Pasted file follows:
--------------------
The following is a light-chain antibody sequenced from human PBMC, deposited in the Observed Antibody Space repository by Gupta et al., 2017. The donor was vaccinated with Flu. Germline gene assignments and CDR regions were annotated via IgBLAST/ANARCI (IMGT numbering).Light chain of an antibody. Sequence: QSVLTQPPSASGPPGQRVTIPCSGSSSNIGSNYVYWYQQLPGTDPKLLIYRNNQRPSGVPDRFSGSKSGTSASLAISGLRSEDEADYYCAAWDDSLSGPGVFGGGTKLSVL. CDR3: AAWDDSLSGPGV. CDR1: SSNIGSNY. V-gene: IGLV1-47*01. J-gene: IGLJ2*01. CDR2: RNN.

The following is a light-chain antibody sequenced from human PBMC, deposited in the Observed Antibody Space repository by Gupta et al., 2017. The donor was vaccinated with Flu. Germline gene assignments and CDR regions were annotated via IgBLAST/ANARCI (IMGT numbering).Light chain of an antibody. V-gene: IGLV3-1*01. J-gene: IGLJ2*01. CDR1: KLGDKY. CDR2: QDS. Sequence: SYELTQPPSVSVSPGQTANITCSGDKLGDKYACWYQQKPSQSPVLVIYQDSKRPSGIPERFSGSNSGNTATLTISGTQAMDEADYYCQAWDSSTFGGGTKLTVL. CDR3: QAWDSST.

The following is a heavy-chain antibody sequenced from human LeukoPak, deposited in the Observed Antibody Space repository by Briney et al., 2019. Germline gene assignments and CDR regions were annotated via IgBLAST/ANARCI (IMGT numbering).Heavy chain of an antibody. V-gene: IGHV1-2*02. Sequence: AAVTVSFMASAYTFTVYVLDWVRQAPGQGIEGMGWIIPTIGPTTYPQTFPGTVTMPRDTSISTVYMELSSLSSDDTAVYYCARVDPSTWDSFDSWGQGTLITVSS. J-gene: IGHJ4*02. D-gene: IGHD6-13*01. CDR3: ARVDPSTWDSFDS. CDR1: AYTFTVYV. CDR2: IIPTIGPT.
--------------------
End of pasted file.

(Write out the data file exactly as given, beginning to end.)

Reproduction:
The following is a light-chain antibody sequenced from human PBMC, deposited in the Observed Antibody Space repository by Gupta et al., 2017. The donor was vaccinated with Flu. Germline gene assignments and CDR regions were annotated via IgBLAST/ANARCI (IMGT numbering).Light chain of an antibody. Sequence: QSVLTQPPSASGPPGQRVTIPCSGSSSNIGSNYVYWYQQLPGTDPKLLIYRNNQRPSGVPDRFSGSKSGTSASLAISGLRSEDEADYYCAAWDDSLSGPGVFGGGTKLSVL. CDR3: AAWDDSLSGPGV. CDR1: SSNIGSNY. V-gene: IGLV1-47*01. J-gene: IGLJ2*01. CDR2: RNN.

The following is a light-chain antibody sequenced from human PBMC, deposited in the Observed Antibody Space repository by Gupta et al., 2017. The donor was vaccinated with Flu. Germline gene assignments and CDR regions were annotated via IgBLAST/ANARCI (IMGT numbering).Light chain of an antibody. V-gene: IGLV3-1*01. J-gene: IGLJ2*01. CDR1: KLGDKY. CDR2: QDS. Sequence: SYELTQPPSVSVSPGQTANITCSGDKLGDKYACWYQQKPSQSPVLVIYQDSKRPSGIPERFSGSNSGNTATLTISGTQAMDEADYYCQAWDSSTFGGGTKLTVL. CDR3: QAWDSST.

The following is a heavy-chain antibody sequenced from human LeukoPak, deposited in the Observed Antibody Space repository by Briney et al., 2019. Germline gene assignments and CDR regions were annotated via IgBLAST/ANARCI (IMGT numbering).Heavy chain of an antibody. V-gene: IGHV1-2*02. Sequence: AAVTVSFMASAYTFTVYVLDWVRQAPGQGIEGMGWIIPTIGPTTYPQTFPGTVTMPRDTSISTVYMELSSLSSDDTAVYYCARVDPSTWDSFDSWGQGTLITVSS. J-gene: IGHJ4*02. D-gene: IGHD6-13*01. CDR3: ARVDPSTWDSFDS. CDR1: AYTFTVYV. CDR2: IIPTIGPT.